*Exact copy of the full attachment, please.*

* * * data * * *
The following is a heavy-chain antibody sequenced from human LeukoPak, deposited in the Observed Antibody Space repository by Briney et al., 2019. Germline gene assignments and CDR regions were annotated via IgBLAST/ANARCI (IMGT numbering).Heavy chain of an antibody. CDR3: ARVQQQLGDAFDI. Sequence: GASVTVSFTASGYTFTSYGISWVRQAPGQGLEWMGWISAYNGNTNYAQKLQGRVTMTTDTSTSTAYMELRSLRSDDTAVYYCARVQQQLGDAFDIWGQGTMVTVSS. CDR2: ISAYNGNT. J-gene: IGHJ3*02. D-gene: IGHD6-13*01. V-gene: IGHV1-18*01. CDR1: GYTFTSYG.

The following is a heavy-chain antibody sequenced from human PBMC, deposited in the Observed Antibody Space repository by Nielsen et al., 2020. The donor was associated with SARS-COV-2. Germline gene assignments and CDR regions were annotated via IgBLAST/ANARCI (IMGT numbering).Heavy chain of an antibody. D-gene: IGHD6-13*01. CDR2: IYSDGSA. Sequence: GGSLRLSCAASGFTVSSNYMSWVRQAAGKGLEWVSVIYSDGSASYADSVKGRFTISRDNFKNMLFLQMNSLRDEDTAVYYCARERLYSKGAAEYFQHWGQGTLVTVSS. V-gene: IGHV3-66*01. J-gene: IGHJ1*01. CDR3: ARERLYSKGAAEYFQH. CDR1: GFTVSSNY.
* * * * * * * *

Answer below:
The following is a heavy-chain antibody sequenced from human LeukoPak, deposited in the Observed Antibody Space repository by Briney et al., 2019. Germline gene assignments and CDR regions were annotated via IgBLAST/ANARCI (IMGT numbering).Heavy chain of an antibody. CDR3: ARVQQQLGDAFDI. Sequence: GASVTVSFTASGYTFTSYGISWVRQAPGQGLEWMGWISAYNGNTNYAQKLQGRVTMTTDTSTSTAYMELRSLRSDDTAVYYCARVQQQLGDAFDIWGQGTMVTVSS. CDR2: ISAYNGNT. J-gene: IGHJ3*02. D-gene: IGHD6-13*01. V-gene: IGHV1-18*01. CDR1: GYTFTSYG.

The following is a heavy-chain antibody sequenced from human PBMC, deposited in the Observed Antibody Space repository by Nielsen et al., 2020. The donor was associated with SARS-COV-2. Germline gene assignments and CDR regions were annotated via IgBLAST/ANARCI (IMGT numbering).Heavy chain of an antibody. D-gene: IGHD6-13*01. CDR2: IYSDGSA. Sequence: GGSLRLSCAASGFTVSSNYMSWVRQAAGKGLEWVSVIYSDGSASYADSVKGRFTISRDNFKNMLFLQMNSLRDEDTAVYYCARERLYSKGAAEYFQHWGQGTLVTVSS. V-gene: IGHV3-66*01. J-gene: IGHJ1*01. CDR3: ARERLYSKGAAEYFQH. CDR1: GFTVSSNY.